Given the high activity of radioimmunotherapy (RIT) in patients with relapsed MCL (J Clin Oncol 2009; 27:5213), investigators conducted a multicenter phase II trial to test the efficacy and safety of four cycles of R-CHOP plus yttrium-90 (90Y)–ibritumomab tiuxetan RIT consolidation in patients with previously untreated MCL.

Of 56 treatment-naive adults (median age, 60; 73% men; 91% with stage III–IV disease; 48% with extranodal involvement), 52 received four cycles of R-CHOP followed by a single dose of standard 90Y-RIT. The overall response rate was 82%, and response improved to complete or partial remission in 22 patients after 90Y-RIT. At a median follow-up of 72 months, the median time to treatment failure was 34.2 months; median overall survival (OS) had not been reached. The estimated 5-year OS rate trended higher for patients aged 65 versus those >65 (79% vs. 62%; P=0.08). Toxicities were as expected with R-CHOP and were primarily transient neutropenia and thrombocytopenia for 90Y-RIT.

Comment: Given the typically short duration of progression-free survival after immunochemotherapy in MCL patients, postinduction strategies are under study to improve outcomes. In younger patients, high-dose chemotherapy and autologous stem-cell transplantation are often utilized, whereas older or infirm patients might benefit from maintenance rituximab (JW Oncol Hematol Aug 21 2012). The present study confirms 90Y-RIT as an active agent that increases response rate and duration following abbreviated induction cycles, although without an established survival benefit as yet. Confirmatory studies will be important, as will optimizing patient selection for 90Y-RIT versus alternative postinduction regimens.

Source: Journal Watch Oncology and Hematology

Abdominal Pain and Altered Mental Status.


In the latest Case Record of the Massachusetts General Hospital, a 38-year-old man had weakness, abdominal pain, and confusion; he also had anemia, thrombocytopenia, hypercalcemia, circulating abnormal T cells, generalized lymphadenopathy, and hepatosplenomegaly. A diagnostic procedure was performed.

ATLL is geographically clustered, with prevalence in the Caribbean, southern Japan, western Africa, and parts of South America, Iran, and Central Asia, mirroring areas where infection with HTLV-I is endemic.

Clinical Pearls

What is the relationship between HTLV-I and ATLL and how is HTLV-I transmitted?

HTLV-I is a member of the deltaretrovirus family and was isolated in the early 1980s from a patient with ATLL; all malignant T cells contain integrated HTLV-I provirus. Although as many as 20 million people worldwide are infected with HTLV-I, ATLL ultimately develops in only a small minority (approximately 4% or 5%). Transmission of HTLV-I is thought to occur predominantly through breast-feeding, although the virus can also be transmitted by blood transfusion, sexual intercourse, and the sharing of hypodermic needles. There is typically a long latency period from initial infection to the onset of disease, and the majority of patients in whom ATLL develops are older than 40 years of age.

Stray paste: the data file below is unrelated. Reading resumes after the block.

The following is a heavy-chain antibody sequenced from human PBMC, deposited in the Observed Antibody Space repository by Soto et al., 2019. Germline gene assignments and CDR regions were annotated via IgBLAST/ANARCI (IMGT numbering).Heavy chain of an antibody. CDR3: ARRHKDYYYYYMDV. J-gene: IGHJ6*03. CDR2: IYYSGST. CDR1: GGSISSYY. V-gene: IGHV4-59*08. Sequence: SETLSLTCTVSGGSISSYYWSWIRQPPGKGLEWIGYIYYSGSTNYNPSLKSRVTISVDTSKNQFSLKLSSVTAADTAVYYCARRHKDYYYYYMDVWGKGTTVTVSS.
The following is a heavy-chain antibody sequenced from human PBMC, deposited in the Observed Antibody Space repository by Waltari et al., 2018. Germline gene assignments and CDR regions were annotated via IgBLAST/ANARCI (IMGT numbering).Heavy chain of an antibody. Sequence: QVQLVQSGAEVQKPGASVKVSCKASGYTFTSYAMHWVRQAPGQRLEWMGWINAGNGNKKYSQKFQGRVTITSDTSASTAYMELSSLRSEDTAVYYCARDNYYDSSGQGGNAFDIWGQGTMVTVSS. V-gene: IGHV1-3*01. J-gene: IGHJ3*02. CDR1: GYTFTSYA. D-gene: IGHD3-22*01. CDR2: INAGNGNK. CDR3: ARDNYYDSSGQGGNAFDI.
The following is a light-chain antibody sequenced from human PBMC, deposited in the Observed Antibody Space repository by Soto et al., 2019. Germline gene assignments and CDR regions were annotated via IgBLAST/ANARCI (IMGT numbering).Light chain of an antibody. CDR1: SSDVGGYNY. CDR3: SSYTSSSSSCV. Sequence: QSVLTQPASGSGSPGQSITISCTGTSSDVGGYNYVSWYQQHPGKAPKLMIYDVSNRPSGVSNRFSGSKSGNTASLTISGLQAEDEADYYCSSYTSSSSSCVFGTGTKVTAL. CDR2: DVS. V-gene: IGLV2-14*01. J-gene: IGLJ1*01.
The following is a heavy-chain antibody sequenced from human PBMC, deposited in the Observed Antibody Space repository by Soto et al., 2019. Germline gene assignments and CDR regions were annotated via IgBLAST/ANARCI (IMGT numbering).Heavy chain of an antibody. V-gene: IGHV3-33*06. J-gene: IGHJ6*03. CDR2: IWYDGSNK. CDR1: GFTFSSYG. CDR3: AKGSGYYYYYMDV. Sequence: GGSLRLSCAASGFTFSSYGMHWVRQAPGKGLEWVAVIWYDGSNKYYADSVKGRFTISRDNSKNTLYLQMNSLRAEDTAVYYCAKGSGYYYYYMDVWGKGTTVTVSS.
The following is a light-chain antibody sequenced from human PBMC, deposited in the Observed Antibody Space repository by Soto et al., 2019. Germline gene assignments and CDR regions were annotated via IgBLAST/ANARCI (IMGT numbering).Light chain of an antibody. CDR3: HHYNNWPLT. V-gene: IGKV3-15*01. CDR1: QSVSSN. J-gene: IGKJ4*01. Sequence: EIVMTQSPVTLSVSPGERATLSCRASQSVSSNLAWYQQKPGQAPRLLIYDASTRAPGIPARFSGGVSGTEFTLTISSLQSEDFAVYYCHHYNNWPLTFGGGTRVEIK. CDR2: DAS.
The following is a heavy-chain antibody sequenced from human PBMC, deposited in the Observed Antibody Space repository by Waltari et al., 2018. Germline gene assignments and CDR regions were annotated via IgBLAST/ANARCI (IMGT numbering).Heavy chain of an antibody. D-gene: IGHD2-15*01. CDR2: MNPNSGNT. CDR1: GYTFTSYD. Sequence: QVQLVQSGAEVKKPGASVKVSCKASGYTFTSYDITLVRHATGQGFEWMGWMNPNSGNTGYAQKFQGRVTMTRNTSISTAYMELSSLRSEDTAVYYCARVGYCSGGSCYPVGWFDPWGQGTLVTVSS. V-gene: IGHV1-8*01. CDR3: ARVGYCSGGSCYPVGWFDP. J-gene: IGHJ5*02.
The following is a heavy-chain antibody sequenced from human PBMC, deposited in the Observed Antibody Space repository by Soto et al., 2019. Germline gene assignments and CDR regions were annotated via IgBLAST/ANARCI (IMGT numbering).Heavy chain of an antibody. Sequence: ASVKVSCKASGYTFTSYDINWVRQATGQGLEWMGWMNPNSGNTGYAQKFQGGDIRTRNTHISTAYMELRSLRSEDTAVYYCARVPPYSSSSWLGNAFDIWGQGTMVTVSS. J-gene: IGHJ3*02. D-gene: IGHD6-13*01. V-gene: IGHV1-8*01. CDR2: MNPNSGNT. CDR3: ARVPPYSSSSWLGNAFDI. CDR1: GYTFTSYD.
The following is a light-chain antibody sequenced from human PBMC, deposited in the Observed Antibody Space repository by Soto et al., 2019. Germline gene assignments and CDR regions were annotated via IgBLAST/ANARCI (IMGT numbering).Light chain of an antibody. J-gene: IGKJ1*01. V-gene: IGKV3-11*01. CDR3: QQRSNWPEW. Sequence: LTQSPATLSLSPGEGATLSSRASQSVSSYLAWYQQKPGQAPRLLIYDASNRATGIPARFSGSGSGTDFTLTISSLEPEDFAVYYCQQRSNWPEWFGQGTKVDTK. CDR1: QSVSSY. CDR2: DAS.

What is the clinical presentation of ATLL?

As the name of the disease implies, patients can present with peripheral-blood involvement (leukemia), lymphadenopathy without circulating tumor cells (lymphoma), or both. There are four variants of ATLL. The acute variant accounts for approximately 60% of cases, and is characterized by circulating malignant cells, lymphocytosis, tumor lysis syndrome, hypercalcemia, hepatosplenomegaly and lymphadenopathy. The chronic variant accounts for approximately 15% of cases, the lymphomatous variant approximately 20% of cases, and the smoldering variant approximately 5% of cases.

Q: What is the pathophysiology of hypercalcemia in ATLL?

A: The pathophysiology of hypercalcemia in patients with ATLL has been linked, in part, to increased osteoclast activity. The neoplastic cells express soluble factors linked to osteoclastic differentiation and bone loss, including parathyroid hormone-related protein, the level of which was mildly elevated in this patient. ATLL cells may have surface expression of the receptor activator of nuclear factor-(kappa)B ligand (known as RANKL) and may secrete the chemokine macrophage inflammatory protein 1(alpha), both of which induce osteoclast differentiation, suggesting that direct interactions between hematopoietic progenitors and malignant T cells in the bone marrow may play a role in this process.

Q: What is the treatment for acute ATLL?